That's all speculation, though. Another thing that happened today brings up an important question: What role do existing social networks and social media tools play in journalism?

The St. Louis Post-Dispatch linked to a slain firefighter's Facebook profile, leading to a deluge of criticism.

The arguments of whether Facebook classifies as a "legitimate source" or not, are moot. The stories and coverage regarding his death don't source Facebook outside of mentions of mourning and a photograph taken from his profile. From my own browsing through the Post-Dispatch site and reading through the stories, I don't believe they used the Facebook profile as coverage, as some claimed. This is not what I'm here to discuss or argue.

There are plentiful complaints that linking to the Facebook profile is disrespectful and that directing the public to view a "personal profile" is tasteless.

However, several comments to that Editor's Note remind me of something that college professors often remind students of: a public profile is public. It is legitimate (though some may say underhanded) for an employer to browse Facebook and make decisions on your character based on the information and photographs there. (Underage drinking, anyone?) The advice often amounts to, if you're making this public, then make sure it represents you, the way you want to be seen.

My point of view in this situation, as a person who occasionally dabbles in street photography is this: if it's in public view -- if you can get to it without jumping any hoops or trespassing on private property or otherwise breaking the law -- it's legitimate to mention. If the public can get to it, then it is within the rights of the news media to reference it.

A link to the man's Facebook profile and a link to a memorial Facebook group -- to me, this says, "this is who he was, and this is where mourners and well-wishers can leave a message for friends and family." I don't feel that this is in bad taste. I feel that this helps interested parties connect with others in a useful way -- isn't that part of journalism's mission to keep the community connected and informed?

So long as the coverage does not source Facebook as a primary source and so long as the Facebook profile and group links represent a way for the community to get in touch, I honestly don't see a problem with this.

Serious business

Internet memes are the backbone of online pop culture. They're those little phrases and concepts that take the Internet by storm, one IM at a time. They're like viruses, propagating throughout the collective consciousness of all those who "lol." But they've got to start somewhere.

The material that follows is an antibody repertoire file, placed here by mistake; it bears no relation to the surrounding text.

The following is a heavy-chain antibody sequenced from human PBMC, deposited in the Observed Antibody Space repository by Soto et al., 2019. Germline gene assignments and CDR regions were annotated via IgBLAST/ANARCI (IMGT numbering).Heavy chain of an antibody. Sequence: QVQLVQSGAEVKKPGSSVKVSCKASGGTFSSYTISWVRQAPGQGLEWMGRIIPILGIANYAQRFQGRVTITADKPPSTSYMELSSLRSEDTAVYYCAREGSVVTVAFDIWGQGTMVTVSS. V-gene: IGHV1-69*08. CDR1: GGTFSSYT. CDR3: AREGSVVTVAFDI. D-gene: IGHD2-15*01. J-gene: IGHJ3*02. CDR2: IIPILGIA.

And after finally figuring this out, the Wall Street Journal and Time Magazine both covered 4chan last week.

Don't know about 4chan? As the Time article puts it, "You may not realize it, but 4chan has probably touched your life. Possibly inappropriately." If you've heard of lolcats or if you've ever been Rickrolled, you've been touched by 4chan. If you've herd about mudkipz, you've been touched by 4chan. If you've noticed radical and vocal opposition to Scientology in recent months, you've been touched by 4chan. Says the Time article:

4chan is also very profane. A phrase from Star Wars comes to mind: It's a wretched hive of scum and villainy. Spammers don't even bother to spam 4chan; Google started searching it only six months ago. But it is the wellspring from which a lot of Internet culture, and hence popular culture, bubbles.

The articles covered 4chan in a much less sensationalized way than a Fox affiliate did last year. In fact, I'll say they both did a good job in covering such a strange, strange community.

It was revealed in those articles that "moot," the man behind 4chan, was 15 years old when he started the site. (This means that moot himself was breaking his own "no minors" rule on several boards. This also means that he's younger than me. Weird.)

But really, the biggest bomb was the revelation of moot's real name, which had been a well-kept secret all this time. Lev Grossman , the author of the Time article, put it thus:

Towards the end of the piece I mention moot's real name: Christopher Poole. I figure there's about a 5% chance that Christopher Poole is in fact not moot's real name but some incredibly filthy 4chan inside joke. I took the chance because in person moot/Poole comes across as a really nice guy, and if he was playing me he was doing a hell of a good job. But it turns out the Wall Street Journal has the same story -- had it shortly before we did, I think -- so if we're going down, at least we're all going down together.

Me? I'm taking it all with a grain of salt. This could easily be part of an elaborate trolling, and I think it speaks to the quality of Grossman's work that he, too, is treading lightly on it.